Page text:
‘It takes months to find a customer but only seconds to lose one,’ is the saying on the poster hanging in the hall as you enter the CoachComm facility in Technology Park.
This phrase does not simply decorate the wall, but also defines the style of business that CoachComm has acquired through its excellent customer service and understanding of its customer base.
Its customer base begins with the University at the top of the list, followed by more than 95 percent of Division 1A colleges, thousands of high schools in the Southeast and other small colleges.
“Customers use CoachComm’s products and services 12 to 13 weeks out of the year, so the company is interested in making sure the schools and coaching staffs get the full benefit of what they pay for,” said Charles Beasley, inventory manager.
Being top priority, Auburn is the first to view and purchase new products and has more equipment than any other customer to date.
CoachComm installs ground cables and conducts hardline testing free of charge in return for allowing the company to test their products at Jordan-Hare Stadium.
During football season, the company works quickly to find solutions for issues with headset and communication systems for each customer within a short amount of time to react.
One of CoachComm’s latest products is the Nomad Master Belt which allows infinite roaming, and is currently being demonstrated by police.
Also, a new headset system called Tempest is allowing further possibilities in sideline communication for Division 1A colleges and has been the model for a simplified and less expensive version.
“We are excited that high schools are now able to expand in the Tempest way,” said Gardner Swindle, CoachComm’s material planner.
“Since 2011, Tempest has been simulated into a simpler form called FX, which we are making available to bigger high schools and smaller colleges and is taking off more this year.”
FX has become a middle ground between the simplistic systems sold to high schools and the very large, elaborate systems sold to universities.
Until 2008, almost all of CoachComm’s focus was sports-related, but the company is currently working to reach other sports markets with the introduction of editing software to cut tapes for easy viewing.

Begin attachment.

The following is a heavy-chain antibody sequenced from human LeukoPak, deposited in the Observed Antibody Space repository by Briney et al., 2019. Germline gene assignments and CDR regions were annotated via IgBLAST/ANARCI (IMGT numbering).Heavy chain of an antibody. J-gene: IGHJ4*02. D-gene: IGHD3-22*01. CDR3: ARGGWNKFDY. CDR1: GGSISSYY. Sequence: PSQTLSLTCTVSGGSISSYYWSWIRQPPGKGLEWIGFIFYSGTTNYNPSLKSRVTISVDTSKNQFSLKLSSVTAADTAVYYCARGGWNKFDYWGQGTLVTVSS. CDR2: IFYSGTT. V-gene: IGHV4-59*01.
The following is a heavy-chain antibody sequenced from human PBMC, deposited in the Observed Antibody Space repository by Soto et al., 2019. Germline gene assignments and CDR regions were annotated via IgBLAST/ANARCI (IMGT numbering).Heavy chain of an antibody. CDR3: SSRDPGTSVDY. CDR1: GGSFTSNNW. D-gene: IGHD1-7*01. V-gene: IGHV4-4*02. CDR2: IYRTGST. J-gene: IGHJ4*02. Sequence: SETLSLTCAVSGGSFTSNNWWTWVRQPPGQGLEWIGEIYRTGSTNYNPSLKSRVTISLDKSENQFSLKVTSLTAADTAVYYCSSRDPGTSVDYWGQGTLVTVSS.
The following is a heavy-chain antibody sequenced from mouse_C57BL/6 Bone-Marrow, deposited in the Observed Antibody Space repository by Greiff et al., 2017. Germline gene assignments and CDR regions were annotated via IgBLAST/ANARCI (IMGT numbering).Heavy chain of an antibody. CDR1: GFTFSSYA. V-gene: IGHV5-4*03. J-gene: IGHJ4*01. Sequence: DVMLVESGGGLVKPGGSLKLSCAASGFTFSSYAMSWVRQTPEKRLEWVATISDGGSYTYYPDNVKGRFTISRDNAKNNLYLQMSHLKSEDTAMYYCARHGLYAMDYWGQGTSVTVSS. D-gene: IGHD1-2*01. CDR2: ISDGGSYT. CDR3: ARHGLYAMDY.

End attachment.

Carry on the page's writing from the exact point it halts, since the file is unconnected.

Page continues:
Also, further conversion to markets other than sports began with spinning this football product design to meet another market’s need, or other entities that need wireless communication.
These include broadcasting, musical entertainment and live performances.
The interest of expanding from exclusive involvement in the sports aspect of wireless communication led to the beginning of CoachComm’s relationship with Clear Com in 2008, a company that has been in the wireless broadcasting business for several years and has a wider customer base than CoachComm.
After discussing with Clear Com the possibility of manufacturing this product that they would push out to their customer base, the relationship began to grow stronger each year the two companies remained in contact.
CoachComm is on a constant search for new outlets for expansion to interact with new endusers, such as groups within political elections and the Olympics.
Further expansion began in 2011 when companies such as NBC, WWE, PGA Tour and Cirque de Solei began.
However, Clear Com has remained CoachComm’s high priority customer with immediate turnover and cooperation due to its influence on other markets. This partnership has taken CoachComm’s products worldwide.
“There are a lot of different markets out there, and a lot of that is sort of under their contract which is for broadcast which is ABC, NBC and Golf Channel,” said Chief Operation Officer Rick Crowley.
For example, Crowley said Lady Gaga’s tour was the first to use their equipment on a live traveling tour.
“We’re kind of a little hidden secret, but hopefully we’ll become a little more known before too long as we start to distribute that kind of stuff under our own name,” Crowley said.